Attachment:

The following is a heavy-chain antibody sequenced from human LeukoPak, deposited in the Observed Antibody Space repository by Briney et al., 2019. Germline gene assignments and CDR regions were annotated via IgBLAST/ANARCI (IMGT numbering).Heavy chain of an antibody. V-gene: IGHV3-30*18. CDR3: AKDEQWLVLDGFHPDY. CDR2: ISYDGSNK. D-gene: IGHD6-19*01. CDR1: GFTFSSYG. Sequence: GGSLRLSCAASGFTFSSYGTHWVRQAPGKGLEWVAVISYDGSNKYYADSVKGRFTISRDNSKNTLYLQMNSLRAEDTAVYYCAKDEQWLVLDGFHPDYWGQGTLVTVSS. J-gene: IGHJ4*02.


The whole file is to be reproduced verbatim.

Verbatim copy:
The following is a heavy-chain antibody sequenced from human LeukoPak, deposited in the Observed Antibody Space repository by Briney et al., 2019. Germline gene assignments and CDR regions were annotated via IgBLAST/ANARCI (IMGT numbering).Heavy chain of an antibody. V-gene: IGHV3-30*18. CDR3: AKDEQWLVLDGFHPDY. CDR2: ISYDGSNK. D-gene: IGHD6-19*01. CDR1: GFTFSSYG. Sequence: GGSLRLSCAASGFTFSSYGTHWVRQAPGKGLEWVAVISYDGSNKYYADSVKGRFTISRDNSKNTLYLQMNSLRAEDTAVYYCAKDEQWLVLDGFHPDYWGQGTLVTVSS. J-gene: IGHJ4*02.